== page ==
There is an option in “Edit menu > Preferences > Import/Export” >>> “Read uncompressed audio files directly (faster)”.
There is an option in “Edit menu > Preferences > Projects” >>> “When saving a project that depends on other audio files > Do not copy any audio”.
“Read uncompressed audio files directly (faster)” will allow Audacity to reference imported uncompressed audio files without copying them into the project. It does this by creating “virtual data blocks” (my terminology) instead of using .AU files (which would either be in the temporary folder if the project has not yet been saved, or in the _data folder if the project has been saved).
These “virtual data blocks” are listed in the Audacity Project file (.AUP) as “pcmaliasblockfile” and are given a .AUF extension.
If/when the pcmaliasblockfiles are edited, the corresponding data from the linked audio file (WAV, AIFF or FLAC files) are copied into the project as .AU files.
If this project is Saved and the option “Do not copy any audio” has been selected, the project will still depend on the external WAV/AIFF/Flac file for all unchanged “virtual blocks”. These will be shown in the AUP file as .AUF files (pcmaliasblockfiles). Any data blocks that have been changed will be shown in the AUP file as .AU data blocks.
The first time that a project is saved, any .AU files that are in the temporary folder that are required by the project will be copied into the project _data folder. Any unused .AU files will be discarded when the project is closed. The uncompressed audio file that is linked to the project is called a “dependency” because the project depends on data within that file.
If all of the data from the linked dependency file is modified, then all of the data will have been copied into the project as .AU block files and the original uncompressed audio file will no longer be a dependency. This can be checked from “File menu > Check Dependencies”.
The underlying problem with (lossy) compressed audio files is that there is not a direct correlation between data blocks in the compressed audio file and data blocks in the Audacity project. The only way that Audacity can know that a specific sample belongs at a specific location in a specific data block is if the entire file has been decoded (uncompressed). This means that “On Demand” reading of data from compressed files is not (currently) possible, and imported compressed files must be copied into the project.
The only way that I can see this proposed feature working is for Audacity to copy data from the compressed file and raise a flag. Then if any data in that track is changed for the flag to change state. While the flag is in its original state the compressed source file would be listed as a Dependency, but if the flag state changed then it would be removed from the list of Dependencies. On “Save”, if the compressed file is listed as a Dependency, then the associated track data would be discarded and a link would be made to the original source (compressed) file so that when the project is reopened the compressed file is imported (copied) back into the project.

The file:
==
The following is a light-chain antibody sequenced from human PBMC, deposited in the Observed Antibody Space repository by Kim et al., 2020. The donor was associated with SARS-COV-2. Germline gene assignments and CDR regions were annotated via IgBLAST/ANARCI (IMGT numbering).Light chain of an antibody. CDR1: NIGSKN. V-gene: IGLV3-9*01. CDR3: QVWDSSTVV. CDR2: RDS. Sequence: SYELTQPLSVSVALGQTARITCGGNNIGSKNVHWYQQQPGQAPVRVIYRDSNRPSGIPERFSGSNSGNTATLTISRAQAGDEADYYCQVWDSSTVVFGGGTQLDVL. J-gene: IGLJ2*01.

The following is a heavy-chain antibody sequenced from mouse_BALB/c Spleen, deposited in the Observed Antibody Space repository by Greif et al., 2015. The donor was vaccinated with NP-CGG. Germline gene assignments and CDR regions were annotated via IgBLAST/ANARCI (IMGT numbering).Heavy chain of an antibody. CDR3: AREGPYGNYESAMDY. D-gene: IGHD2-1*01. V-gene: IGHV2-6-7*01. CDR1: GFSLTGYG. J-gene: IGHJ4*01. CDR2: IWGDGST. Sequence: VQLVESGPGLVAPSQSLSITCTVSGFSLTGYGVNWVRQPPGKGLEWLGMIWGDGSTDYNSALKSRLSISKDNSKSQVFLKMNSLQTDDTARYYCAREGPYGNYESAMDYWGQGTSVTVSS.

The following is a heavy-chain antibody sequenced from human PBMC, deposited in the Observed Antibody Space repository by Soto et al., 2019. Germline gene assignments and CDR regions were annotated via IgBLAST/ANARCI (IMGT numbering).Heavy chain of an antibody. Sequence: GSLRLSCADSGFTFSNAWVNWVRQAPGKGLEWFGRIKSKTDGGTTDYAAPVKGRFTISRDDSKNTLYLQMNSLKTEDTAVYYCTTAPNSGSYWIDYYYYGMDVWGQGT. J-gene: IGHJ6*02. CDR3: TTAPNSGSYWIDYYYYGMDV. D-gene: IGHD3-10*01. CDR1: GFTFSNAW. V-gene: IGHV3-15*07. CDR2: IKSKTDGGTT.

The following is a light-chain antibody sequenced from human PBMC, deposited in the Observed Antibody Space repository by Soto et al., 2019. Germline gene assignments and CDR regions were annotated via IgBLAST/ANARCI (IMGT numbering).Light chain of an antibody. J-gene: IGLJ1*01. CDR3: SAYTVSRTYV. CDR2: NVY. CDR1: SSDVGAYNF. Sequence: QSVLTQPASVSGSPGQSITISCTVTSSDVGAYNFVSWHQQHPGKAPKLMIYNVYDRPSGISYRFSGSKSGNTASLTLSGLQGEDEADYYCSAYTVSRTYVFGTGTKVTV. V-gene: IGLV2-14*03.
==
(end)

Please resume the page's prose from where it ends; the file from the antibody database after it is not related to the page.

While I think that such a scheme is probably possible, it is potentially very dangerous. For example, if the user saves the project with a different name, then the dependent source file will still be in the old project _data folder, and if the old project is moved, renamed or (most likely) deleted, then the new project will be destroyed. I guess that this could be avoided by only linking to the original source file IF the data is unchanged AND the option to “not copy data” is selected in Preferences AND the project is Saved with the original project name, but this is getting extremely complicated for the rare and not-recommended case that the user is opening a compressed copy of the projects AND the user has re-saved the project as a compressed copy AND has not made any changes to the track AND has not saved as a full (uncompressed) project.
Even if this proposal is implemented, the next question is “I only truncated the silence at the end of the track. Why can’t Audacity split the original file without decoding - like you can do with MP3Split?” The simple answer is that Audacity is primarily designed for high quality editing and processing of uncompressed audio - as soon as you start trying to work with compressed audio there is inevitably loss of sound quality. Personally I’d rather that the developers continued to concentrate their efforts on high quality audio work
Much easier and safer to recommend that users always Save the actual (uncompressed) project if they wish to continue working on it later, and only use “Save Compressed Copy” as a copy. This recommendation is in line with the recommendation that users should always (if possible) work with uncompressed audio until the final export.